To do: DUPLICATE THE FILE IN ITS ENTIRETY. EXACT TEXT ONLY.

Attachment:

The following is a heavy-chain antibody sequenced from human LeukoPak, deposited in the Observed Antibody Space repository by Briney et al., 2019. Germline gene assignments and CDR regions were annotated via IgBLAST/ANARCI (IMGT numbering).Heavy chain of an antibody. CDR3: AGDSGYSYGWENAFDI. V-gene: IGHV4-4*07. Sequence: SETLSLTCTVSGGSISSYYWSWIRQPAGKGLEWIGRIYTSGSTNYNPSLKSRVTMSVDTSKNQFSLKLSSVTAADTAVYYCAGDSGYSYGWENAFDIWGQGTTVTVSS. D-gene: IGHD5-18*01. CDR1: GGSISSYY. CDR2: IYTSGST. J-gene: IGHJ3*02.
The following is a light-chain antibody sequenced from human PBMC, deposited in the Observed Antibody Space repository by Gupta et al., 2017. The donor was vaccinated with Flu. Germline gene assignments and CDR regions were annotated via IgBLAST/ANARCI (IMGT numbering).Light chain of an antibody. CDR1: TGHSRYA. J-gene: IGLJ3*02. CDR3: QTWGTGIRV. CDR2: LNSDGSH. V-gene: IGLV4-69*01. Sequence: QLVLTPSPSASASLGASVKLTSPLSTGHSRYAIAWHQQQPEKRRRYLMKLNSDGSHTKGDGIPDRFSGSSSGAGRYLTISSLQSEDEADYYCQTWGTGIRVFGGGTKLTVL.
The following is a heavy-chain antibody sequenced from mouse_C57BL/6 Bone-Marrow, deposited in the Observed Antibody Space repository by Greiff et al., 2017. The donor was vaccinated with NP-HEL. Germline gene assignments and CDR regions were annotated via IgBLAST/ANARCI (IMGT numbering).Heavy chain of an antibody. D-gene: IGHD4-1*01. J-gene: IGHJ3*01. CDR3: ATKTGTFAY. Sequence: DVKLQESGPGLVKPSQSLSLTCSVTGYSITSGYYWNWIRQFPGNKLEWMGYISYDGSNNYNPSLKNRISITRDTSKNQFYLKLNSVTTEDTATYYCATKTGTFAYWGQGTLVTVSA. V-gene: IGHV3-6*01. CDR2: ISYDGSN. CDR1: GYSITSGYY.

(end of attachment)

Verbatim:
The following is a heavy-chain antibody sequenced from human LeukoPak, deposited in the Observed Antibody Space repository by Briney et al., 2019. Germline gene assignments and CDR regions were annotated via IgBLAST/ANARCI (IMGT numbering).Heavy chain of an antibody. CDR3: AGDSGYSYGWENAFDI. V-gene: IGHV4-4*07. Sequence: SETLSLTCTVSGGSISSYYWSWIRQPAGKGLEWIGRIYTSGSTNYNPSLKSRVTMSVDTSKNQFSLKLSSVTAADTAVYYCAGDSGYSYGWENAFDIWGQGTTVTVSS. D-gene: IGHD5-18*01. CDR1: GGSISSYY. CDR2: IYTSGST. J-gene: IGHJ3*02.
The following is a light-chain antibody sequenced from human PBMC, deposited in the Observed Antibody Space repository by Gupta et al., 2017. The donor was vaccinated with Flu. Germline gene assignments and CDR regions were annotated via IgBLAST/ANARCI (IMGT numbering).Light chain of an antibody. CDR1: TGHSRYA. J-gene: IGLJ3*02. CDR3: QTWGTGIRV. CDR2: LNSDGSH. V-gene: IGLV4-69*01. Sequence: QLVLTPSPSASASLGASVKLTSPLSTGHSRYAIAWHQQQPEKRRRYLMKLNSDGSHTKGDGIPDRFSGSSSGAGRYLTISSLQSEDEADYYCQTWGTGIRVFGGGTKLTVL.
The following is a heavy-chain antibody sequenced from mouse_C57BL/6 Bone-Marrow, deposited in the Observed Antibody Space repository by Greiff et al., 2017. The donor was vaccinated with NP-HEL. Germline gene assignments and CDR regions were annotated via IgBLAST/ANARCI (IMGT numbering).Heavy chain of an antibody. D-gene: IGHD4-1*01. J-gene: IGHJ3*01. CDR3: ATKTGTFAY. Sequence: DVKLQESGPGLVKPSQSLSLTCSVTGYSITSGYYWNWIRQFPGNKLEWMGYISYDGSNNYNPSLKNRISITRDTSKNQFYLKLNSVTTEDTATYYCATKTGTFAYWGQGTLVTVSA. V-gene: IGHV3-6*01. CDR2: ISYDGSN. CDR1: GYSITSGYY.